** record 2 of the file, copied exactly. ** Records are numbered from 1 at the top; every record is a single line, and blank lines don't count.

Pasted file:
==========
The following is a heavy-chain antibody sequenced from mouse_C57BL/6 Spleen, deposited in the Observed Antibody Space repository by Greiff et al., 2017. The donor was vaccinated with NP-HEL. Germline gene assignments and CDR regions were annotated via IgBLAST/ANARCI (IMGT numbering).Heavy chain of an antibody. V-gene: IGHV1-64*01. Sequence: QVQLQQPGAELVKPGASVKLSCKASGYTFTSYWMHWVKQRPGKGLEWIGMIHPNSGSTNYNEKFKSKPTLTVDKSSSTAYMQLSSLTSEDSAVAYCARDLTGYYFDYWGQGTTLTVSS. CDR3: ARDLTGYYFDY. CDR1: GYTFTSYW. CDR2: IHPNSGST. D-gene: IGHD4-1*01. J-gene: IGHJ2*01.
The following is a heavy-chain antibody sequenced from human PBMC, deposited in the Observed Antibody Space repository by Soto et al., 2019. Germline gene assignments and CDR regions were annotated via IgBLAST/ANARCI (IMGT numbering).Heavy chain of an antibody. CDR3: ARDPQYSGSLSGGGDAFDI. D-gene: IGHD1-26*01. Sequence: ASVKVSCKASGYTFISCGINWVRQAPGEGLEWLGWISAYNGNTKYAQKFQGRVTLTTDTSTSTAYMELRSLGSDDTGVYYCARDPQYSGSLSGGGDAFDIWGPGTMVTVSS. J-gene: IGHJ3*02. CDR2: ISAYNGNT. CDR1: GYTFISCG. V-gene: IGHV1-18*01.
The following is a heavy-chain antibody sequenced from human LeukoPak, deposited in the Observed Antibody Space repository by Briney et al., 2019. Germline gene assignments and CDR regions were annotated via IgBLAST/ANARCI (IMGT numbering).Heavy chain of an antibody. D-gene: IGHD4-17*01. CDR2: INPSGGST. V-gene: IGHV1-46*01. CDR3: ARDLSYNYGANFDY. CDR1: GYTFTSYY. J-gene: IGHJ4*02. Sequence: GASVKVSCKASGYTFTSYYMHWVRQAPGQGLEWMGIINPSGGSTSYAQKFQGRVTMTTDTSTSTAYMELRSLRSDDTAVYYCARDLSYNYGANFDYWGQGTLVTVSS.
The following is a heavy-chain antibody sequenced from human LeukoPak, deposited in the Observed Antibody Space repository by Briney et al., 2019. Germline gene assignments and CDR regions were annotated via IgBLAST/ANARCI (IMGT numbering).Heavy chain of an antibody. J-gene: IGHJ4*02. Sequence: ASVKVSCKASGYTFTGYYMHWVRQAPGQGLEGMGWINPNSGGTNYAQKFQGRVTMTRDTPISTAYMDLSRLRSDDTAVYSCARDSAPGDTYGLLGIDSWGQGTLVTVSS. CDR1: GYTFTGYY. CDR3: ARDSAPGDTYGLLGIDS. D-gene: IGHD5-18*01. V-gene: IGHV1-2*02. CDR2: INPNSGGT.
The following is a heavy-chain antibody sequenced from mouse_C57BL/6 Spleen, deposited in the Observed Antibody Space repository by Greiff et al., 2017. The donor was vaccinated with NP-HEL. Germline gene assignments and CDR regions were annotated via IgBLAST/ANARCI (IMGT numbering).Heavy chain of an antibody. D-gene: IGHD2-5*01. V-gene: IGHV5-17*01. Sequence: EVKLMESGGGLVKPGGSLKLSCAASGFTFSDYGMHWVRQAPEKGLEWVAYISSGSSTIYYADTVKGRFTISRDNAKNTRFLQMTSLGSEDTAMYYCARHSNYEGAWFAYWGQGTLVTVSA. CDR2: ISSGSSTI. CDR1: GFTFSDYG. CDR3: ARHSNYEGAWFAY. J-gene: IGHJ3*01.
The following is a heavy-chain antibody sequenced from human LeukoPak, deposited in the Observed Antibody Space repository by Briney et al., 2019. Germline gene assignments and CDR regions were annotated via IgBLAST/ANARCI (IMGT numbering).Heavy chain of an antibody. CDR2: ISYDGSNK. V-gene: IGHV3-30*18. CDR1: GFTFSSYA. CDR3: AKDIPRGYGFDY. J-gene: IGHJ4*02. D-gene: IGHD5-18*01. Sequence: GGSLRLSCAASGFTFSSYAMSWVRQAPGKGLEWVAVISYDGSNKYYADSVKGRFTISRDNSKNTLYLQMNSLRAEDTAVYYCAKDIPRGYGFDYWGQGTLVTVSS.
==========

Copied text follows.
The following is a heavy-chain antibody sequenced from human PBMC, deposited in the Observed Antibody Space repository by Soto et al., 2019. Germline gene assignments and CDR regions were annotated via IgBLAST/ANARCI (IMGT numbering).Heavy chain of an antibody. CDR3: ARDPQYSGSLSGGGDAFDI. D-gene: IGHD1-26*01. Sequence: ASVKVSCKASGYTFISCGINWVRQAPGEGLEWLGWISAYNGNTKYAQKFQGRVTLTTDTSTSTAYMELRSLGSDDTGVYYCARDPQYSGSLSGGGDAFDIWGPGTMVTVSS. J-gene: IGHJ3*02. CDR2: ISAYNGNT. CDR1: GYTFISCG. V-gene: IGHV1-18*01.